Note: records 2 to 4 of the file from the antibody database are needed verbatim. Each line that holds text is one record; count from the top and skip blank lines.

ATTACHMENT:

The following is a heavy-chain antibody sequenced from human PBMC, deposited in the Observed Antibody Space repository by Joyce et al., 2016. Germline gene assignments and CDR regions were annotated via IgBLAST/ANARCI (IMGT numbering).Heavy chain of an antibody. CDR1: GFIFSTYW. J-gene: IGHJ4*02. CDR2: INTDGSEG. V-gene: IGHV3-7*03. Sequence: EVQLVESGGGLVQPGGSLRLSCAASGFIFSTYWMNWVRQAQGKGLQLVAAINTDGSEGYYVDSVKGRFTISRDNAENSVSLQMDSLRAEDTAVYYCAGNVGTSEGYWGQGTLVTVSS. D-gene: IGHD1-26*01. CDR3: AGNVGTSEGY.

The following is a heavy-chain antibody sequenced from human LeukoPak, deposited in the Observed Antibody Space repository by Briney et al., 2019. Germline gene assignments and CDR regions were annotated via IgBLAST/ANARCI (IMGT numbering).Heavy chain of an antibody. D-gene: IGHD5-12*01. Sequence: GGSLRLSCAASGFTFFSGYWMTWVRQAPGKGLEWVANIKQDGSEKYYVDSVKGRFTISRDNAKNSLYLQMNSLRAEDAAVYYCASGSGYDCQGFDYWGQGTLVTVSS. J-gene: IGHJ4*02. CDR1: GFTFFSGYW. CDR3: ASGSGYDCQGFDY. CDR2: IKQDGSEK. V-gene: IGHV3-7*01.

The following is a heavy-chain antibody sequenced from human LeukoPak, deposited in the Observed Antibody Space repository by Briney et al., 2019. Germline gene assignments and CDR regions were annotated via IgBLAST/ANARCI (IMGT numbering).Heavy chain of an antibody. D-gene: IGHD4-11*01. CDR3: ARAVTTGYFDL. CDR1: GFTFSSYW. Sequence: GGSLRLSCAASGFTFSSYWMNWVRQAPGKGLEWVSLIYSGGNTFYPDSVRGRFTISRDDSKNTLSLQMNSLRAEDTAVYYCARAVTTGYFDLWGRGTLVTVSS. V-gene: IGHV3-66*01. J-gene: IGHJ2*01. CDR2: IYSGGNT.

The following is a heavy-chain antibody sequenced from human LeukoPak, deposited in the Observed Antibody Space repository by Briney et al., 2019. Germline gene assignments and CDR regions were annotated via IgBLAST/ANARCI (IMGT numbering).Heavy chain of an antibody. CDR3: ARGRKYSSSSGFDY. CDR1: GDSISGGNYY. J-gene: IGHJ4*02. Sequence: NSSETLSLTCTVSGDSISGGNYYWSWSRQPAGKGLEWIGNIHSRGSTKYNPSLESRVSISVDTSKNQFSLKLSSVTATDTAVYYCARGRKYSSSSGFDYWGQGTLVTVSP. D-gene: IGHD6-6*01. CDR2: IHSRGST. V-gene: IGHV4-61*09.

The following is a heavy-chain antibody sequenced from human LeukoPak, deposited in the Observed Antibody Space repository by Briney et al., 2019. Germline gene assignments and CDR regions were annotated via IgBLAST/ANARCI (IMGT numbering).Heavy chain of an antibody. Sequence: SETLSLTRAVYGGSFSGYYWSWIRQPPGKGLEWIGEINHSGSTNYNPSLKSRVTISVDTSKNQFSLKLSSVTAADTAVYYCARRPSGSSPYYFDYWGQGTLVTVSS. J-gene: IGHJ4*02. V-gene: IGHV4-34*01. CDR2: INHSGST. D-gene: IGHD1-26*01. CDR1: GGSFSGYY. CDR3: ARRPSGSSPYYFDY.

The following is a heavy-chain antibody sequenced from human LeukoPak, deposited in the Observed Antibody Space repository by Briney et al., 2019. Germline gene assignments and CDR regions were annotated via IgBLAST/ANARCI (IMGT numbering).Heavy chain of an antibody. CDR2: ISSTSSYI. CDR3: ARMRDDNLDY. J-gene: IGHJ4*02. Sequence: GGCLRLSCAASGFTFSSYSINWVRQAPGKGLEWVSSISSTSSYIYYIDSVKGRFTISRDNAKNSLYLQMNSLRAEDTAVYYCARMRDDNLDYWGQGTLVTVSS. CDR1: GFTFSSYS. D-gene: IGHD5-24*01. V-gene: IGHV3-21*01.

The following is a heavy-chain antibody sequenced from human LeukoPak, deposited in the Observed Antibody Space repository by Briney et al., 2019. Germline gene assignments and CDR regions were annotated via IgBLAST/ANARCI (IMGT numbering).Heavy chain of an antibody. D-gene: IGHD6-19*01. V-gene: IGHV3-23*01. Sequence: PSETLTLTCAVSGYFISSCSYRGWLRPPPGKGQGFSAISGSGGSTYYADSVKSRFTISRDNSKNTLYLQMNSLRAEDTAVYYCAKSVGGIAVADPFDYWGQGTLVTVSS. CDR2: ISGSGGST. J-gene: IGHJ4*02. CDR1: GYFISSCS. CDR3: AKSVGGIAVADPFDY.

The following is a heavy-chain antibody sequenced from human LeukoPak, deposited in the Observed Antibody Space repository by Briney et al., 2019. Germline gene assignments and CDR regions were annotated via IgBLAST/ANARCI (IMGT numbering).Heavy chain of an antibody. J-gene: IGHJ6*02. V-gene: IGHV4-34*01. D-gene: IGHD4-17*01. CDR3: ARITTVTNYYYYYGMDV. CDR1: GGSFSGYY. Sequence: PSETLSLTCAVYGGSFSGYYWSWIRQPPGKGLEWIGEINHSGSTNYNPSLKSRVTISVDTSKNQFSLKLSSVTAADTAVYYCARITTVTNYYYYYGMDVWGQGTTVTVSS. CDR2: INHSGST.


The following is a heavy-chain antibody sequenced from human LeukoPak, deposited in the Observed Antibody Space repository by Briney et al., 2019. Germline gene assignments and CDR regions were annotated via IgBLAST/ANARCI (IMGT numbering).Heavy chain of an antibody. D-gene: IGHD5-12*01. Sequence: GGSLRLSCAASGFTFFSGYWMTWVRQAPGKGLEWVANIKQDGSEKYYVDSVKGRFTISRDNAKNSLYLQMNSLRAEDAAVYYCASGSGYDCQGFDYWGQGTLVTVSS. J-gene: IGHJ4*02. CDR1: GFTFFSGYW. CDR3: ASGSGYDCQGFDY. CDR2: IKQDGSEK. V-gene: IGHV3-7*01.

The following is a heavy-chain antibody sequenced from human LeukoPak, deposited in the Observed Antibody Space repository by Briney et al., 2019. Germline gene assignments and CDR regions were annotated via IgBLAST/ANARCI (IMGT numbering).Heavy chain of an antibody. D-gene: IGHD4-11*01. CDR3: ARAVTTGYFDL. CDR1: GFTFSSYW. Sequence: GGSLRLSCAASGFTFSSYWMNWVRQAPGKGLEWVSLIYSGGNTFYPDSVRGRFTISRDDSKNTLSLQMNSLRAEDTAVYYCARAVTTGYFDLWGRGTLVTVSS. V-gene: IGHV3-66*01. J-gene: IGHJ2*01. CDR2: IYSGGNT.

The following is a heavy-chain antibody sequenced from human LeukoPak, deposited in the Observed Antibody Space repository by Briney et al., 2019. Germline gene assignments and CDR regions were annotated via IgBLAST/ANARCI (IMGT numbering).Heavy chain of an antibody. CDR3: ARGRKYSSSSGFDY. CDR1: GDSISGGNYY. J-gene: IGHJ4*02. Sequence: NSSETLSLTCTVSGDSISGGNYYWSWSRQPAGKGLEWIGNIHSRGSTKYNPSLESRVSISVDTSKNQFSLKLSSVTATDTAVYYCARGRKYSSSSGFDYWGQGTLVTVSP. D-gene: IGHD6-6*01. CDR2: IHSRGST. V-gene: IGHV4-61*09.